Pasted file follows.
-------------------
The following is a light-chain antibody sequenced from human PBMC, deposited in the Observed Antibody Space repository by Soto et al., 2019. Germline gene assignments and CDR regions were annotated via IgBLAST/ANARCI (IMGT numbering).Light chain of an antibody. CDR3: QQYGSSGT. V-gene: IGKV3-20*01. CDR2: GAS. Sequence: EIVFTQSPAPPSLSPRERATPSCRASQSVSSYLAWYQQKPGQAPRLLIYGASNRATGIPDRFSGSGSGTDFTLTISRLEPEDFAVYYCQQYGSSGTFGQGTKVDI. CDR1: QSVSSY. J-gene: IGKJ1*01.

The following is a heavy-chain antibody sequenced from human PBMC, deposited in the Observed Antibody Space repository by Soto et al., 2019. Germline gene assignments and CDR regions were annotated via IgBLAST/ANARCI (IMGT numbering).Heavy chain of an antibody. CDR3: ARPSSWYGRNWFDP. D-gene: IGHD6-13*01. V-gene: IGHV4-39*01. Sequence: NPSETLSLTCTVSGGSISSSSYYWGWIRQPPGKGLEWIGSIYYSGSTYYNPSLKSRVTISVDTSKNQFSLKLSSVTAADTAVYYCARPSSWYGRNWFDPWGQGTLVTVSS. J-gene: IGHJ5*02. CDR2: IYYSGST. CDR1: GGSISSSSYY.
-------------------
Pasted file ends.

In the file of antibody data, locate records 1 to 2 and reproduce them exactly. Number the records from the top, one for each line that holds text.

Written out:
The following is a light-chain antibody sequenced from human PBMC, deposited in the Observed Antibody Space repository by Soto et al., 2019. Germline gene assignments and CDR regions were annotated via IgBLAST/ANARCI (IMGT numbering).Light chain of an antibody. CDR3: QQYGSSGT. V-gene: IGKV3-20*01. CDR2: GAS. Sequence: EIVFTQSPAPPSLSPRERATPSCRASQSVSSYLAWYQQKPGQAPRLLIYGASNRATGIPDRFSGSGSGTDFTLTISRLEPEDFAVYYCQQYGSSGTFGQGTKVDI. CDR1: QSVSSY. J-gene: IGKJ1*01.

The following is a heavy-chain antibody sequenced from human PBMC, deposited in the Observed Antibody Space repository by Soto et al., 2019. Germline gene assignments and CDR regions were annotated via IgBLAST/ANARCI (IMGT numbering).Heavy chain of an antibody. CDR3: ARPSSWYGRNWFDP. D-gene: IGHD6-13*01. V-gene: IGHV4-39*01. Sequence: NPSETLSLTCTVSGGSISSSSYYWGWIRQPPGKGLEWIGSIYYSGSTYYNPSLKSRVTISVDTSKNQFSLKLSSVTAADTAVYYCARPSSWYGRNWFDPWGQGTLVTVSS. J-gene: IGHJ5*02. CDR2: IYYSGST. CDR1: GGSISSSSYY.